Sometimes called HypoKPP for short, this is a relatively rare genetic disorder (frequency estimates are somewhere between the 1:200,000 and 1:500,000).

This disorder is characterized by occasional elevation in the working-rate of cellular sodium-potassium pumps (the reasons for which are not entirely clear), as well as an abnormal formation of calcium channals. This causes a sudden and significant drop in blood potassium level, and as a result the nervous system does not recieve the potassium it needs for its activities, which causes it to fail.

This failure in the nervous system causes an effect, visibly characterized as attacks that range from severe muscle cramps and myalgia in light attacks, to paralysis of the entire body, in severe ones.

In addition to the above during an attack there is a dramatic increase in CPK levels, as the body tries to compensate for muscle inactivity. If this is left untreated for long, it may cause permanent muscle damage.

Attacks usually begin in the proximal muscles (i.e. the arms and legs), and may spread to more vital parts (which, again, might cause permanent damage, or even, in rare occasions, death). They usually pass by themselves within several hours (the actual length of an attack changes from attack to attack and from person to person, my longest attack lasted about 36 hours), but as they may cause permanent damage by the time they're gone, patients are usually treated by potassium (or kalium) infusions, which shortens the length of an attack.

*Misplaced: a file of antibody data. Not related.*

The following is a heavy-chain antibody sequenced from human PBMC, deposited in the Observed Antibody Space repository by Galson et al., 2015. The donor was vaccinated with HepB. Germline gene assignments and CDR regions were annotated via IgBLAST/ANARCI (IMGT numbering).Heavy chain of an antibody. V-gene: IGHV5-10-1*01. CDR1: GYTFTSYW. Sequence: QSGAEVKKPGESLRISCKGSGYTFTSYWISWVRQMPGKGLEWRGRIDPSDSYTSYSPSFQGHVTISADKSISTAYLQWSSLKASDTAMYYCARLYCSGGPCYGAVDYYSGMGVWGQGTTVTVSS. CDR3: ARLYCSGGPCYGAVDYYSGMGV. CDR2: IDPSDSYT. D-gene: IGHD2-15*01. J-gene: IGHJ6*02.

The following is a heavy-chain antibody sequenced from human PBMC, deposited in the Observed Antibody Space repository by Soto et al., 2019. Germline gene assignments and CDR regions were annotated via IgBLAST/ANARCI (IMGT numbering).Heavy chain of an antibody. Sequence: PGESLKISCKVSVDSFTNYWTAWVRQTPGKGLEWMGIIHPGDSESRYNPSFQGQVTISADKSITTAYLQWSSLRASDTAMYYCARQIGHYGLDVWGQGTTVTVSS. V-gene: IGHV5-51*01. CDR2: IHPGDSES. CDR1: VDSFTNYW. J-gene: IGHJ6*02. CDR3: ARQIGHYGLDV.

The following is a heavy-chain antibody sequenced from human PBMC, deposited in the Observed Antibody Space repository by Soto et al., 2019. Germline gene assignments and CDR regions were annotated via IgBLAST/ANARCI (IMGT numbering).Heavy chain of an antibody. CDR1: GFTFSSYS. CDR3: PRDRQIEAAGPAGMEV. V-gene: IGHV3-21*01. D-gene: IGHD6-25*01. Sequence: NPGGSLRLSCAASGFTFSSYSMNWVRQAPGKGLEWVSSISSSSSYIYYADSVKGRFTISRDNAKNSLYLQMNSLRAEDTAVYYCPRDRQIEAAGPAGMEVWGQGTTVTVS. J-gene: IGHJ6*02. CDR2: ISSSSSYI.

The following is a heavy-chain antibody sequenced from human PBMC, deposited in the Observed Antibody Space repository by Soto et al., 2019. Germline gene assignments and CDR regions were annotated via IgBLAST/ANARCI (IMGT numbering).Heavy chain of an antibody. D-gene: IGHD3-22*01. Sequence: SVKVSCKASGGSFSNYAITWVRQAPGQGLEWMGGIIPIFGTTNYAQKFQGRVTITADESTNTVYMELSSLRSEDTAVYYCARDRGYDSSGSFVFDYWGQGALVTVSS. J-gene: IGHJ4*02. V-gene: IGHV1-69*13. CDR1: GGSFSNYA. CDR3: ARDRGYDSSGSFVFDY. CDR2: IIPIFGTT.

During an attack the patient is completely conscious and aware of his surroundings, and his ability to speak is intact. After the attack has passed the patient usually feels sleepy and tired for several days.

Despite the fact that most attacks happen in mornings, and the patient actually "wakes into them" HypoKPP is not to be confused with sleep paralysis, the two conditions have nothing to do with each other.

Although the actual causes that trigger the attacks of HypoKPP are not entirely clear, a connection was found between attacks and the consumption of foods rich in sodium and carbohydrates in the evenings and to large late suppers. Other possible triggers are: alcohol and hallucinogenics (and basically anything that can open the BBB and other cellular barriers).

In addition to HypoKPP, there are two other potassium-related periodic paralysis disorders: Hyperkalemic Periodic Paralysis (HyperKPP), and Normokalemic Periodic Paralysis (NormoKPP).

Until about 20 years ago, when the genes that cause these disorders were found, they were considered mental diseases and were treated accordingly (usually unsuccesfully). Currently there is no cure for these disorders, nor is there any treatment to prevent attacks.

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